And slowly, little by little, they began accumulating successes, turning already talented players into stars and superstars. Justin Turner, J.D. Martinez, Aaron Judge, Josh Donaldson – now-elite performers who had their careers turned around by working with one or more of these independent coaches.

Jared Diamond works his way through the fraught and checkered history of swinging the bat, exploring not just these outsiders and the insiders they helped, but also some of the prominent names of the old guard. Charlie Lau – long considered one of the best hitting coaches of his era – and his disciples get some attention; Diamond also spends plenty of time on the seminal Ted Williams book “The Science of Hitting,” a revolutionary document whose ahead-of-its-time advice served as a major foundation for some of the more out-there ideas being offered up years later.

Oh, and Diamond takes advantage for more self-serving reasons, as well – the annual New York/Boston media baseball game is coming and he sure would like to do something impressive at the plate. With so many swing guru brains to pick, you have to like his chances.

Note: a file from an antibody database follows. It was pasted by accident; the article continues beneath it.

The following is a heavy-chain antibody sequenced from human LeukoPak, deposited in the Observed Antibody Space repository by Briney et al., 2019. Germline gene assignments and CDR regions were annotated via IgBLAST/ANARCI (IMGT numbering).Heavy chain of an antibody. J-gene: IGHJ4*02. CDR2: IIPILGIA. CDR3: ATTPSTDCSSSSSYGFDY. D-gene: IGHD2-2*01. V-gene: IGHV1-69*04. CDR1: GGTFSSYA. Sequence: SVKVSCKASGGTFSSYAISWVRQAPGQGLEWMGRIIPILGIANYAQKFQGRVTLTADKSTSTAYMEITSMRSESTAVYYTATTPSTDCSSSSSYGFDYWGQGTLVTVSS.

The 2019 season saw more home runs than ever before, thanks in large part to the swing changes that sprung from the groundbreaking and paradigm-shattering work being done by the Craig Wallenbrocks of the world. And thanks to Jared Diamond, we get an inside look at just how we got here … and where we might be heading next.

“Swing Kings” is a fantastic read, a wonderful look at the colorful and outright strange characters whose work on the fringes helped redefine the mainstream. These men sought to challenge one of the most “everybody knows” aspects of baseball, recognizing that what was being taught didn’t match the evidence of their own eyes. By pushing against the norm – and by finding players who were willing to push as well – they fundamentally changed the game.